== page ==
Однако, еще многим миллионам, регламентное обслуживание и ремонт автомобильных машин - радостное продление детских механических амбиций. Но с течением времени мы осознаем что обслуживание, которое проведено самостоятельно не всегда является лучше, чем профессиональное обслуживание, в хорошо-оборудованном гараже со смотровой ямой; действительно есть очень много задач, которые обычный автолюбитель не сможет выполнить, рискует нанести еще более сложные повреждения, или просто опасны для его здоровья. Но конечно есть специфическое удовольствие в "переделывании автомобиля, " и многие сервисные работы, даже сальные, грязные и тому подобные хозяйственные работы - являются несложными, но которые, подобно хобби, доставляет особое наслаждение.
"Не позволяйте жестянщикам умирать", - умолял сэр Джеймс Барри. Есть небольшой шанс на смерть автомобильных мастеров, но, фактически их число - легион, и ежедневно увеличивается в приблизительно той же самой пропорции, что и оплата профессиональных услуг.
Эта книга написана что бы помочь обыкновенному мастеру обслуживать собственный автомобиль, выполнять мелкий ремонт и регулировку, и показывает где проходит линия между работами для выполнения любителем и задачами требующими специальный инструмент, особого подхода и профессиональных знаний.
В написании этой книги я обязан очень большому количеству людей, в особенности The Dunlop Company Ltd., Hepworth and Grandage Ltd. (Mr. W. G. Rogers), Joseph Lucas, Ltd., The MG Car Company Ltd., Организация Nuffield (г. А. L. H. Доусон), Rolls-Royce Ltd. (Mr. D. E. A. Miller-Williams), Standard Triumph International (Mr. K. B. Hopkins, Mr. D. A. Twiss and Mr. N. Macginnis) и Woodhead Monroe Ltd в использовании полезного текста Руководства Работ и иллюстраций.

Кеннет Уллиетт, Королевский Автомобильный Клуб
[KENNETH ULLYETT The Royal Automobile Club]

ГЛАВА 1. Обслуживание Вашего Автомобиля

Вернемся в просторные Эдвардианские[Edwardian] дни: великий Виконт Норсшлиф [Viscount Northcliffe] – как и мистер Альфред Хармсуорт [Mr. Alfred Harmsworth] - был одним из пионеров моторизма, или "автоиобилизма", поскольку это тогда так называли.
«Хорошая моторная конструкция, конечно, требует постоянной заботы, внимания и навыка» - написал он в издании «Моторы и Моторное движение» [Motors and Motor-driving] библиотеки Бадминтона [The Badminton Library] изданном в начале века. - «Я разговаривал недавно с владельцем нескольких довольно хороших машин, на которые он потратил несколько тысяч фунтов. Они небыли сделаны для водителя, так что хотя бедняга приложил все усилия, но транспортные средства были расценены как куча неприятностей…»
Спустя 60 лет с того момента, мы приезжаем к механику станции тех.обслуживания, увековеченному по телевидению Бобом Хоупом [Bob Hope], который сказал клиенту: «Если бы я был Вами, лучше я добывал бы нефть и переделывал автомобиль…»
Между этими крайностями, я думаю, Вы сможете найти золотую середину в обслуживании автомобиля. Скорей всего у Вас нет водителя, который можно было бы передать все грязные хозяйственные работы; с другой стороны Вы имеете более трепетное отношение по отношению к своему автомобилю, чем человек со станции , который не только символ положения в обществе и ценное имущество, но также представляет большинству из нас значительную часть нашего земного наследия.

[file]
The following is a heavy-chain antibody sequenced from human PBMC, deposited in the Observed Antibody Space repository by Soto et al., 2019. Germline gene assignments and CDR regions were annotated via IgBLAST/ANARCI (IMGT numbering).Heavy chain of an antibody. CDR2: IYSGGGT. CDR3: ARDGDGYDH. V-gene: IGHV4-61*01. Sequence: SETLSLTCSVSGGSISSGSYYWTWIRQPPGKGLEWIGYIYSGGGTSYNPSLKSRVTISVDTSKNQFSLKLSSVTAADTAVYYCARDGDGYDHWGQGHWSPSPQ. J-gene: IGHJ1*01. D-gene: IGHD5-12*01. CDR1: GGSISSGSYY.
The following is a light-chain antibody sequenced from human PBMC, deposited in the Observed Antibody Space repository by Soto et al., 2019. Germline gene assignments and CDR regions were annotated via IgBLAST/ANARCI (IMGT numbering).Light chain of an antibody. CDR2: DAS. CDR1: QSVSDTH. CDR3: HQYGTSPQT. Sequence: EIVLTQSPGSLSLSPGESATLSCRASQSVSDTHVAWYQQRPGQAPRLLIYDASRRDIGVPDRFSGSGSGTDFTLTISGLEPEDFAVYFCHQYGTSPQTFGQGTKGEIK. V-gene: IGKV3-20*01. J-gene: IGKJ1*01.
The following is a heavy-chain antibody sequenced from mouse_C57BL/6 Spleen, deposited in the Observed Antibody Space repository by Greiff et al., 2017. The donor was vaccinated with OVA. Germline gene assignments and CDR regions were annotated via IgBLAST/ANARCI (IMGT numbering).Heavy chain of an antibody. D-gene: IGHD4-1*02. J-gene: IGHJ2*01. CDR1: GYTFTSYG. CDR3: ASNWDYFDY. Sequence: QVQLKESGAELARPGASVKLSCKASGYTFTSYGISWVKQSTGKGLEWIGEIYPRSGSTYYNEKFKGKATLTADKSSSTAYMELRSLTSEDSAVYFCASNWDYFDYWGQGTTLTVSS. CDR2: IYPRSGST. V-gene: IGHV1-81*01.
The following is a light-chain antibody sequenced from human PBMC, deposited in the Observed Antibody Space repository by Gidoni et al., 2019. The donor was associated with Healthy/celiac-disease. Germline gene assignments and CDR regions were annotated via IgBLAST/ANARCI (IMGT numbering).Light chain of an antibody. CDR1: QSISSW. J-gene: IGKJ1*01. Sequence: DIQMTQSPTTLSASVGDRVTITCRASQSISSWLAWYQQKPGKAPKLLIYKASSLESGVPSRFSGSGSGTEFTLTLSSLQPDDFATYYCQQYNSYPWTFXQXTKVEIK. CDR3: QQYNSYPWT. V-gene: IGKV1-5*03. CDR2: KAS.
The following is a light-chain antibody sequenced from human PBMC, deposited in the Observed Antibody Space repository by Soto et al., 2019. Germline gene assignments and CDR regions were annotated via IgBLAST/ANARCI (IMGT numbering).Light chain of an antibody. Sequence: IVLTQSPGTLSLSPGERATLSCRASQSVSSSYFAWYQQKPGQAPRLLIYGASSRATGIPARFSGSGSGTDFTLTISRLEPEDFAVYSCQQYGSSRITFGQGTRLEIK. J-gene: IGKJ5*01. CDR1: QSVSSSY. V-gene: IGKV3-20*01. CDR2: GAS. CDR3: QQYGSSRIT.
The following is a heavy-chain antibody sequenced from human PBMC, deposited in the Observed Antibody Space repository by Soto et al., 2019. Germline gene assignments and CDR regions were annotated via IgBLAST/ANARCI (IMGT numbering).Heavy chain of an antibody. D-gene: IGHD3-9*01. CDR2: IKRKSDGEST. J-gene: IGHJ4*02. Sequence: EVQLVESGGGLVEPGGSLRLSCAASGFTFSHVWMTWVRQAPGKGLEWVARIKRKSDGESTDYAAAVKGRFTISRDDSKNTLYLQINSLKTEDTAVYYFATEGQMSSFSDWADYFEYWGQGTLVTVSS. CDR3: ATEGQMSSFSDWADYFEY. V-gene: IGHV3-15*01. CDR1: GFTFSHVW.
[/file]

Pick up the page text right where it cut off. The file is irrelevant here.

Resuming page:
В связи с высокими трудовыми затратами, добавляемыми к промышленным сложностям поддержания запасов отремонтированных заводом запчастей, есть стимул для каждого автомобилиста, чтобы делать обычное обслуживание самостоятельно. И время и деньги, потраченные на несколько хороших инструментов окажутся, в конечном счете, очень хорошей инвестицией, так как принесут спокойствие духа в знании того, что автомобиль действительно хорошо обслуживается.
Любительская техническая работа и обычное обслуживание включают в себя приятное хобби, и приносит бесконечно большое удовольствие в выполнении на досуге обслуживания склонному к механике человеку. И действительно это лучше, чем заниматься на дороге поиском неисправностей, из-за того, что кто-то забыл обслужить автомобиль должным образом.
Много денег можно сэкономить делая определенные нехитрые операции регулярно, многие из которых могут быть выполнены своими руками в гараже или даже на обочине имея достаточное количество основного инструмента. Инженер Королевского Автомобильного Клуба [Royal Automobile Club] рассказал мне, что в среднем 10 галлонов {37,86 л} топлива сохраняется менее чем за 27 секунд обслуживания автомобиля на каждые 1000 миль {1 609,34 км}, если владелец-водитель производит его смазку, проверяет масляный фильтр, уровень масла в картере двигателя, проверяет его регулировки, смазывает пружины, а также уделяет небольшое внимание электрической системе. И целых 3 фунта стерлингов можно сохранить каждые 3000 - 5000 миль {4 828,03-8 046,72 км}, если обслуживать в домашних условиях такие важные механизмы как тормоза, карбюратор и топливная система, деталям кузова, амортизаторам, топливным фильтрам и шинам.
Конечно, с ограниченным набором инструментов осторожный владелец, очевидно, не будет делать работ на которые он не способен; но даже если работа не может быть выполнена, но небольшое знание того "как это работает", может экономить деньги. Если Вы приходите в мастерскую и говорите: "Мой автомобиль не работает, пожалуйста, сделайте что-нибудь…" Вы не можете обвинять механика в том, что они тратят свое время и, как следствие, ваши деньги, в поисках неисправностей, таким образом, уходит больше времени и больше денег в восстановление поломки. Но если Вы можете указать пальцем, например, на коммутатор и утверждать: "Здесь плохая искра, конденсатор имеет замыкание», то Вы будете, делая часть диагностики самостоятельно, обращаясь с просьбой, платить только за ремонт.